Since 1972, WSQ has been an interdisciplinary forum for the exchange of emerging perspectives on women, gender, and sexuality. Its thematic issues focus on such topics as Activisms, The Global and the Intimate, The Sexual Body, Trans-, Technologies, and Mother, combining psychoanalytic, legal, queer, cultural, technological, and historical work to present the most exciting new scholarship on ideas that engage popular and academic readers alike. In 2007, WSQ was awarded the Council of Editors of Learned Journals’ Phoenix Award.
WSQ is a peer-reviewed interdisciplinary journal published twice a year in June and December. Along with scholarship from multiple disciplines, it showcases fiction and creative nonfiction, poetry, book reviews, and the visual arts. To subscribe, please click here.
WSQ’s general editors are Red Washburn, Associate Professor of English and Director of Women’s and Gender Studies at Kingsborough Community College, and Brianne Waychoff, Associate Professor in the Department of Speech, Communication, and Theatre Arts at Borough of Manhattan Community College.
For full submission guidelines, see our website here.
Call for Papers
FALL 2023 ISSUE
JV FUQUA, Queens College, CUNY
MARQUIS BEY, Northwestern University
RED WASHBURN, Kingsborough Community College, CUNY
BRIANNE WAYCHOFF, Borough of Manhattan Community College, CUNY
This special issue of WSQ reflects upon the work that the word “nonbinary” does in terms of unsettling the codes of gender, sexuality, race, and other categories of being and knowing. For this issue, we understand “nonbinary” to serve as a direct challenge to the tenacity of binary logics, ethics, and orientations. Not only located in, but perhaps most recognizably found in discussions of gender and sexuality, nonbinary must be thought in relation to deep conceptions of identity and belonging across the spectrum of power and difference. Feminist theory has long focused upon the problematic aspects of binary thinking whether in relation to the dyads of nature/culture, sex/ gender, biology/culture, human/nonhuman, or the individual/collective. Currently, in the midst of the Covid-19 pandemic, we see the consequences of nonbinary thinking as it relates to fact/fiction and the schisms in public discourse and everyday life. Nonbinary directs attention to the power and the sometimes precarious status of ways of being, knowing, and doing that fall outside such normatively derived epistemological, structuring pairs.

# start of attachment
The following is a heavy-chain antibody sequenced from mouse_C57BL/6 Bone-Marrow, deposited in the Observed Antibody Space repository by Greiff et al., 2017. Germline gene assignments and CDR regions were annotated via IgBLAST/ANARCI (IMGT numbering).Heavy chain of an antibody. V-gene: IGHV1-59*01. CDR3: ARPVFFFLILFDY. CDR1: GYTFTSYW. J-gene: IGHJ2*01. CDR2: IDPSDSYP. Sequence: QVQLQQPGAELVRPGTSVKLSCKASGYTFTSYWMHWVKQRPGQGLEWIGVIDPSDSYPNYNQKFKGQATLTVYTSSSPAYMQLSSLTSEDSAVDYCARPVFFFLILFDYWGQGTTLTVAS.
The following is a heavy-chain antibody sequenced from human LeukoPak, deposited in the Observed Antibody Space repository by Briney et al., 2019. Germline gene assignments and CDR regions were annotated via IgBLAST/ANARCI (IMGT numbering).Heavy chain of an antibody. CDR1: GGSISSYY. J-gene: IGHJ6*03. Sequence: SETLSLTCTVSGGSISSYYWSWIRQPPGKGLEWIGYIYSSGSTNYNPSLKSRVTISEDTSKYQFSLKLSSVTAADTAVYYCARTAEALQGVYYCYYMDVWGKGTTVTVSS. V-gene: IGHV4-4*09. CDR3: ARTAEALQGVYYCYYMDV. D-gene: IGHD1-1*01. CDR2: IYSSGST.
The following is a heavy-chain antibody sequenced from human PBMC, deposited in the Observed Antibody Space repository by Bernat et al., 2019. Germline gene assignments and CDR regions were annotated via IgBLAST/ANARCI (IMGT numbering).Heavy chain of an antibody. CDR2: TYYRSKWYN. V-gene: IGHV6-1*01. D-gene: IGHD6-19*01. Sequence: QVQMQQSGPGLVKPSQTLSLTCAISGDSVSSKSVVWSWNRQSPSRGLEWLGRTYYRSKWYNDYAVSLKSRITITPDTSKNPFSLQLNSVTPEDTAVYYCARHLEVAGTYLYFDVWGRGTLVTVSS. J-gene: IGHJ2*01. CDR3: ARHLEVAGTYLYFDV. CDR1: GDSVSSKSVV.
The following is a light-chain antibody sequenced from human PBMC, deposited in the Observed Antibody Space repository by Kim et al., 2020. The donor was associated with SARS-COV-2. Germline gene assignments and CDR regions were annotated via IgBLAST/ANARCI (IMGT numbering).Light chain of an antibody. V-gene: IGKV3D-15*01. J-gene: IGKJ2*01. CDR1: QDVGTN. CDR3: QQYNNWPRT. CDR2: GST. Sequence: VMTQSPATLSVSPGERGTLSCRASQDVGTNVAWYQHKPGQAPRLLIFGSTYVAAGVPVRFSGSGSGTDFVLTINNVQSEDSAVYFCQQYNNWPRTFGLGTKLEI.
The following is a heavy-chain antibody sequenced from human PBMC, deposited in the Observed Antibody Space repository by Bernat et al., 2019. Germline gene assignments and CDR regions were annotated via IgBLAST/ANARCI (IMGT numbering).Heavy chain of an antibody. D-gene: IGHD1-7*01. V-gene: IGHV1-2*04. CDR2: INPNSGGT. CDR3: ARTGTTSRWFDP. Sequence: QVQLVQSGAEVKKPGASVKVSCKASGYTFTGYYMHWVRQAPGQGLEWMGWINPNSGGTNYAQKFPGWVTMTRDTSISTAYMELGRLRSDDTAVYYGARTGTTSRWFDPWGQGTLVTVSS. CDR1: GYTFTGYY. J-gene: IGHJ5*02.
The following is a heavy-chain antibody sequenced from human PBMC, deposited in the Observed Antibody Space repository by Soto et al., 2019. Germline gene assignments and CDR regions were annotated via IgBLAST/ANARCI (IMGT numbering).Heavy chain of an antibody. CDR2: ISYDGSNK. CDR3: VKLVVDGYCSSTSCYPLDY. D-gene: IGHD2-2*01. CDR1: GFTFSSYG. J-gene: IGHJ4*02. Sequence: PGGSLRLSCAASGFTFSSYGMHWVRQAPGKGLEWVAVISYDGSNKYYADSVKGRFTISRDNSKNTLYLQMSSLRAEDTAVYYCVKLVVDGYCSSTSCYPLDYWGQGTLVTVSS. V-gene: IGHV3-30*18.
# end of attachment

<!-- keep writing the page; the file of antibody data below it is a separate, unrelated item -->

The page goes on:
In 2008, WSQ published Trans-, its first issue devoted to the subject of “transing” (Styker, Currah, Jones) gender, the human/nonhuman divide, region, power, and racialized identities. During the following twelve years, the popular media landscape has had a veritable explosion of images and narratives of nonbinary ways of being. From performer Billy Porter, to writer, artist, and activist Alok Vaid-Menon, to Billions actor Asia Kate Dillon, nonbinariness now circulates through popular culture and podcasts with a speed that can be surprising. However, in feminist, critical race, postcolonial, and queer theory, the nonbinary continues to receive, in the best cases, an inclusive nod in discussions of trans- or, in the worst cases, disregard. This is not to say that in all trans- work, nonbinary must be parsed. It is, rather, to acknowledge that nonbinary needs to be considered for its relationality to trans- as well as for its differences from, and challenges to, that concept, along with intersecting identities of race, class, sexuality, ethnicity, ability, age, and religion, etc. We, as guest editors, ask how it is the case that nonbinary representations and narratives circulate through culture, why it is the case that nonbinariness and its intersections with other identities continues to be overlooked in relation to LGBTQIA+, feminist theory, critical race, postcolonial, and, specifically, trans studies, and how we can resist binary ideologies and practices to reposition nonbinary as the intentional practice of freedom. Nonbinary, in short, might be a way to enact, finally, feminist life—life unbeholden to normative, circumscriptive impositions that stem, in no small part, from heteropatriarchy.